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Companies that know how to harness machine learning and artificial intelligence are clear winners in the 21st century economy. And, arguably, few companies on Earth rival Google for its ingenuity in unlocking their powers. Suzanne Frey, SF ’06, Director of Security, Trust, and Privacy at Google, says, in fact, that every area in which Google is advancing relies on the progress of AI and ML.

DeepMind

Frey says that a game-changer was Google’s 2014 acquisition of the London-based AI pioneer DeepMind. Now a world leader in artificial intelligence research, DeepMind is developing programs that can learn to solve complex problems without necessarily needing to be taught how. Working closely with subject experts, DeepMind researchers are building tools that augment advances in fields such as healthcare and energy. And, of course, it’s tapping its late-breaking knowledge to enhance Google’s own products and services.

Frey says that DeepMind’s capabilities were best demonstrated recently on the virtual playing field. “The work we’ve done with DeepMind really went big when we won a pivotal GO match against the #1 champion in the world, an accomplishment that most thought was a decade out on the computer science horizon.” Big deal…just a game? Frey explains why not. “In winning that match, DeepMind illustrated the ability to run an exceptional number of deeply complex scenarios in parallel, at scale, and select the best outcome. And that capability is applicable to so many domains—the biosciences, in particular, allowing biotech researchers to do drug testing and create genetic scenarios at scale without testing on animals. Bottom line: the implications of that winning game of GO could have enormous positive impacts on society.”

Productivity apps

As a time-challenged tech executive, Frey is understandably somewhat obsessed with time-saving apps. “My twin passions for AI and time collide heavily at Google. Anything that saves time and optimizes energy is important. Google, she says, is using AI to create a suite of indispensable apps like Smart Reply in Gmail, which offers you quick responses to choose from so that you don’t have to compose a message from scratch. Another app will note a meeting on your calendar and queue up related documents in preparation. All these little inventions, Frey says, can save a minute here, five minutes there, minutes that add up by the end of a given day. “Nothing is more precious than time; just think about the total area under the curve saved by each of these features, and I’m excited to say that there’s much more time savings to come.”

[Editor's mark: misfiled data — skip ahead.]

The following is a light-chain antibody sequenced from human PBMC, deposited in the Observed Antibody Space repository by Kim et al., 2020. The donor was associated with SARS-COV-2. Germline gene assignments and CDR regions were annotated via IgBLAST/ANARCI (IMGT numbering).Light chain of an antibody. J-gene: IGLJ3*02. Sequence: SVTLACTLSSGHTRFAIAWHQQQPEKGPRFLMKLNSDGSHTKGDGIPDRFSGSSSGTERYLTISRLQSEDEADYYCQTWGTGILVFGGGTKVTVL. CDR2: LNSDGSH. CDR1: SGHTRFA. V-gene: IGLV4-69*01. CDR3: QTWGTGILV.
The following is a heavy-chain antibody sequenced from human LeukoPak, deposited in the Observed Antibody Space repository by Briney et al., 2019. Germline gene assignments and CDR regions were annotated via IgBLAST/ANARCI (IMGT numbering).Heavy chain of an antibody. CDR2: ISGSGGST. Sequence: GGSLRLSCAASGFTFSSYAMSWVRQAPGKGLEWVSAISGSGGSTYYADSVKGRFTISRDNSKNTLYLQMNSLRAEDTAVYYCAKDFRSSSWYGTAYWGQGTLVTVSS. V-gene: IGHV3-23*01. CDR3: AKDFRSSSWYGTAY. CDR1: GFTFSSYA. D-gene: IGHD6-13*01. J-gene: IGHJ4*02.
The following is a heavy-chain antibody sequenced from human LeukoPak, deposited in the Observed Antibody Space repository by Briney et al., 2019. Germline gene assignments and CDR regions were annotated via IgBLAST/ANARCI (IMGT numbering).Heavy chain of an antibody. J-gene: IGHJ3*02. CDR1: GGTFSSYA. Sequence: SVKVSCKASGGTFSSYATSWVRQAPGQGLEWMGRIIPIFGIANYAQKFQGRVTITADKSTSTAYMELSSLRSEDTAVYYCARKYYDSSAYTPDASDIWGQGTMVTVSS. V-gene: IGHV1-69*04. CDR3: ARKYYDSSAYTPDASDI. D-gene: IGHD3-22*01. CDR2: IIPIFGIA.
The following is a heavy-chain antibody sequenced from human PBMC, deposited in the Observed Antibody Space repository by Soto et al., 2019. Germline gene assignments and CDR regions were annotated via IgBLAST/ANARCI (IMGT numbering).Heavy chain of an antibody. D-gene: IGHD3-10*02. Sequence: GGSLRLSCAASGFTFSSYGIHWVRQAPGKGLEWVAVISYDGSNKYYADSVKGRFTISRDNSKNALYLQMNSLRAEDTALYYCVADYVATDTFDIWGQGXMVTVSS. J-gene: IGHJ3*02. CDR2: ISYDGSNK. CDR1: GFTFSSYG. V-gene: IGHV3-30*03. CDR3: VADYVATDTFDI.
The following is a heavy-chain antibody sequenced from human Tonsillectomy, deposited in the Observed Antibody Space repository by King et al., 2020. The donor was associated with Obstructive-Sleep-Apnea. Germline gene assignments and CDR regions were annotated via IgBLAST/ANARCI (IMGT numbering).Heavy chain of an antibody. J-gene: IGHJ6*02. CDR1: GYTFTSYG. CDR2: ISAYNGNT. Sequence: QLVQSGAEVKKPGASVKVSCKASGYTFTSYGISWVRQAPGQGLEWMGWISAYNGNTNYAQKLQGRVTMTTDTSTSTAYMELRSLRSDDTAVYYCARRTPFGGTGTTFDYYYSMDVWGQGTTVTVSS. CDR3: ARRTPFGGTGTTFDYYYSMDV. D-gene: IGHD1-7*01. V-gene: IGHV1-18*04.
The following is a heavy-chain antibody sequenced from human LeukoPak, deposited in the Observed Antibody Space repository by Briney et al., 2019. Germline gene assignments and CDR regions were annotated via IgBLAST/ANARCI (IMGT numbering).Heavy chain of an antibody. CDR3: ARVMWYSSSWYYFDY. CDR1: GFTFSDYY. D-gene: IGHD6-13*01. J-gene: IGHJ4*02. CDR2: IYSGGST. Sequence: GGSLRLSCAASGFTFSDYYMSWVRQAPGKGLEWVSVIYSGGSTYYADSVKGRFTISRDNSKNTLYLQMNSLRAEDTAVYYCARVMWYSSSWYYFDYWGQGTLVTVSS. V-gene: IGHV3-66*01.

Voice-activated searches

On the educational horizon, Frey reports that Google’s search functions have advanced to such an extent that a Google search is almost akin to having a research assistant. Google Scholar helps students find relevant resources across the world of academic research, pulling in articles, theses, books, and abstracts from publishers, universities, professional societies, and other online repositories. Google Scholar ranks documents the way researchers do, weighing the full text of each document, where it was published, who it was written by, as well as how often and how recently it has been cited in other scholarly literature. “The quality of the search,” Frey points out, “is directly correlated to the quality of the AI.”

Google Home Assistant

“Hey, Google. Is Johnny’s Pie in the Sky open? Order me a pizza with pepperoni and mushrooms. And tell me how to get there. Is it on Front Street?” Frey gives this example of a series of tasks that Google Home Assistant could handle for someone returning home from a stressful workday. Again, she says, it’s about conserving that most valuable of all commodities—time. And as the AI becomes more sophisticated, so does the Home Assistant. “One of the most exciting developments in voice-assisted searches is that the ‘trail of thought’ problem has been solved,” Frey says. “We’re teaching AI to realize that your prior query is related to your next query. It understands the pronouns within a string of questions. After you asked if the restaurant was open and you followed it with the phrase ‘How do I get there?’ the Home Assistant knows that you’re asking how to get to the restaurant, even though you haven’t specifically used those words.”

The Home Assistant, Frey says, is an illustration of Google’s intention to reposition itself as a personal assistant rather than a comparatively aloof search function. “There is no part of Google that isn’t directly investing in machine learning and AI,” Frey says. “It’s all connected to our mission to move from searching to assisting. It’s a thrilling space to be working in right now, even in security and data protection, and I’m enjoying every minute of it.

The post Deep mind thinking about AI and ML appeared first on Leadership Blog.